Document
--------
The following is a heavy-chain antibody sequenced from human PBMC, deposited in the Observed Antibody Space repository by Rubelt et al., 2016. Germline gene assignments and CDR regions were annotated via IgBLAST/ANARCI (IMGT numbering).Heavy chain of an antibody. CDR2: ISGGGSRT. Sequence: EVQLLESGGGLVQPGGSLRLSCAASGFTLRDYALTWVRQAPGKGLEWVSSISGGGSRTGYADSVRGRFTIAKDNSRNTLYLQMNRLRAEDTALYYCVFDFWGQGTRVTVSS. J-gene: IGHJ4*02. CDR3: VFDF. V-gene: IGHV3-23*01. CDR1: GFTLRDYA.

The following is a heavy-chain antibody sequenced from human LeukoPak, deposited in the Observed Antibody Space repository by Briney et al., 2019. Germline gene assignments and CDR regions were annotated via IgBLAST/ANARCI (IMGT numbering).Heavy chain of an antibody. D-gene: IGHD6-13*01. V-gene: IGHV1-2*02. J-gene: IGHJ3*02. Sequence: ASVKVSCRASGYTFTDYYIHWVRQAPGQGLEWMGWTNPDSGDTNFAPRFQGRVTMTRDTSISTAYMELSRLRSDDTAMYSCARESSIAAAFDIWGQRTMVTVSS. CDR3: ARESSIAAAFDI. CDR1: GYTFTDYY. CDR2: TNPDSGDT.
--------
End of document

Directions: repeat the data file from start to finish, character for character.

The following is a heavy-chain antibody sequenced from human PBMC, deposited in the Observed Antibody Space repository by Rubelt et al., 2016. Germline gene assignments and CDR regions were annotated via IgBLAST/ANARCI (IMGT numbering).Heavy chain of an antibody. CDR2: ISGGGSRT. Sequence: EVQLLESGGGLVQPGGSLRLSCAASGFTLRDYALTWVRQAPGKGLEWVSSISGGGSRTGYADSVRGRFTIAKDNSRNTLYLQMNRLRAEDTALYYCVFDFWGQGTRVTVSS. J-gene: IGHJ4*02. CDR3: VFDF. V-gene: IGHV3-23*01. CDR1: GFTLRDYA.

The following is a heavy-chain antibody sequenced from human LeukoPak, deposited in the Observed Antibody Space repository by Briney et al., 2019. Germline gene assignments and CDR regions were annotated via IgBLAST/ANARCI (IMGT numbering).Heavy chain of an antibody. D-gene: IGHD6-13*01. V-gene: IGHV1-2*02. J-gene: IGHJ3*02. Sequence: ASVKVSCRASGYTFTDYYIHWVRQAPGQGLEWMGWTNPDSGDTNFAPRFQGRVTMTRDTSISTAYMELSRLRSDDTAMYSCARESSIAAAFDIWGQRTMVTVSS. CDR3: ARESSIAAAFDI. CDR1: GYTFTDYY. CDR2: TNPDSGDT.